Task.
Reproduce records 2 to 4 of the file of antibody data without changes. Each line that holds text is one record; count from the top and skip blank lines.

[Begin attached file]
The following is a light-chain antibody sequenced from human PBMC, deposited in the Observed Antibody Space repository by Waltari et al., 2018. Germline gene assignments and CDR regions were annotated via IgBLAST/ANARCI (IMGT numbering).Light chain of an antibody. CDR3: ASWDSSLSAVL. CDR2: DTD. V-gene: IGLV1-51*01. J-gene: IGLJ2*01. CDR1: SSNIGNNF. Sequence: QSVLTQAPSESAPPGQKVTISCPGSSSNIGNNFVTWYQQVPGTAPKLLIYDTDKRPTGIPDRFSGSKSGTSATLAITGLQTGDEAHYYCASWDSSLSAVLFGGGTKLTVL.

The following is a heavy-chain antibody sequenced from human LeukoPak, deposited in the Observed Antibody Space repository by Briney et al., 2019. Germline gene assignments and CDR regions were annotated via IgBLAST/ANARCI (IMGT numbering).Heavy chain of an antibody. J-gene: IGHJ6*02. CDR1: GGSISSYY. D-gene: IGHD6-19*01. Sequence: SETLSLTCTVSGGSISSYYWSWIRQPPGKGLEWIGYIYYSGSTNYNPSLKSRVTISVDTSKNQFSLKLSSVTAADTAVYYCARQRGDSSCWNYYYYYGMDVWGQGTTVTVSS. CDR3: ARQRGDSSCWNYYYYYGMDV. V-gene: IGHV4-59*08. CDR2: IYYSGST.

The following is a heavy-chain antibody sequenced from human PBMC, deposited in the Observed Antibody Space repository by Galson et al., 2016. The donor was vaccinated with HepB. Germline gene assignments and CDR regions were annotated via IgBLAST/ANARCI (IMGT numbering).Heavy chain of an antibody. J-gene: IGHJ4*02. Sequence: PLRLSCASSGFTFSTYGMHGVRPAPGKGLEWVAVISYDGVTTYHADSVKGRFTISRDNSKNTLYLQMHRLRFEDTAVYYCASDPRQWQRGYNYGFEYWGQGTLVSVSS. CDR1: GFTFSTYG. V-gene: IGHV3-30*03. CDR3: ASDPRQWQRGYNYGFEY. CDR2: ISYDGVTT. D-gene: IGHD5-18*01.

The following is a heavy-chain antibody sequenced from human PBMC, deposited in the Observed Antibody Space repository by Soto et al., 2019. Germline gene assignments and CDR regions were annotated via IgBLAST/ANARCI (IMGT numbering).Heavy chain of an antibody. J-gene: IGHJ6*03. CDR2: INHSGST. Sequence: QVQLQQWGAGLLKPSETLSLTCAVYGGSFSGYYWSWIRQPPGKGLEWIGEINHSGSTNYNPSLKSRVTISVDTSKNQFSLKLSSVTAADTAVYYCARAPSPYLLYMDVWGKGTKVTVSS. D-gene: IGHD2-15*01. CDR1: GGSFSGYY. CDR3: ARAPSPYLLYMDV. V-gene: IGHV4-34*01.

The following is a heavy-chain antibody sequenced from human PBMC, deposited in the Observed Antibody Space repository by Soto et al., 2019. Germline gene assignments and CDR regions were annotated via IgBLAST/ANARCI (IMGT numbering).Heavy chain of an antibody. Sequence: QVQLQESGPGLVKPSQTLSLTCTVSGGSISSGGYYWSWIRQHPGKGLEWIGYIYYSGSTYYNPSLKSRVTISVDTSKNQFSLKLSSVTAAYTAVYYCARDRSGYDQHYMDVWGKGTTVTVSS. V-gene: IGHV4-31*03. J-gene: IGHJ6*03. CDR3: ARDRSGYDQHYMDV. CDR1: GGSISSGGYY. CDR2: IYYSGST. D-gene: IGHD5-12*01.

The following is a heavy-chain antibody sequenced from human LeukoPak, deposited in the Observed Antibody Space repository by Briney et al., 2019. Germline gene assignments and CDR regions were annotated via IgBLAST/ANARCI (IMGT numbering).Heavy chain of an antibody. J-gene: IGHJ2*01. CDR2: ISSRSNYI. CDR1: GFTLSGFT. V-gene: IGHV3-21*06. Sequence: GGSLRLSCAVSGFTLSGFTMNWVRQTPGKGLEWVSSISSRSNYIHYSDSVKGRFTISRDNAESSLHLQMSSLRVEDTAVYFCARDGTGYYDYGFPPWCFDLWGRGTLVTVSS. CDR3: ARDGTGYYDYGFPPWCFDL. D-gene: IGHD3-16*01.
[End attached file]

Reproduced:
The following is a heavy-chain antibody sequenced from human LeukoPak, deposited in the Observed Antibody Space repository by Briney et al., 2019. Germline gene assignments and CDR regions were annotated via IgBLAST/ANARCI (IMGT numbering).Heavy chain of an antibody. J-gene: IGHJ6*02. CDR1: GGSISSYY. D-gene: IGHD6-19*01. Sequence: SETLSLTCTVSGGSISSYYWSWIRQPPGKGLEWIGYIYYSGSTNYNPSLKSRVTISVDTSKNQFSLKLSSVTAADTAVYYCARQRGDSSCWNYYYYYGMDVWGQGTTVTVSS. CDR3: ARQRGDSSCWNYYYYYGMDV. V-gene: IGHV4-59*08. CDR2: IYYSGST.

The following is a heavy-chain antibody sequenced from human PBMC, deposited in the Observed Antibody Space repository by Galson et al., 2016. The donor was vaccinated with HepB. Germline gene assignments and CDR regions were annotated via IgBLAST/ANARCI (IMGT numbering).Heavy chain of an antibody. J-gene: IGHJ4*02. Sequence: PLRLSCASSGFTFSTYGMHGVRPAPGKGLEWVAVISYDGVTTYHADSVKGRFTISRDNSKNTLYLQMHRLRFEDTAVYYCASDPRQWQRGYNYGFEYWGQGTLVSVSS. CDR1: GFTFSTYG. V-gene: IGHV3-30*03. CDR3: ASDPRQWQRGYNYGFEY. CDR2: ISYDGVTT. D-gene: IGHD5-18*01.

The following is a heavy-chain antibody sequenced from human PBMC, deposited in the Observed Antibody Space repository by Soto et al., 2019. Germline gene assignments and CDR regions were annotated via IgBLAST/ANARCI (IMGT numbering).Heavy chain of an antibody. J-gene: IGHJ6*03. CDR2: INHSGST. Sequence: QVQLQQWGAGLLKPSETLSLTCAVYGGSFSGYYWSWIRQPPGKGLEWIGEINHSGSTNYNPSLKSRVTISVDTSKNQFSLKLSSVTAADTAVYYCARAPSPYLLYMDVWGKGTKVTVSS. D-gene: IGHD2-15*01. CDR1: GGSFSGYY. CDR3: ARAPSPYLLYMDV. V-gene: IGHV4-34*01.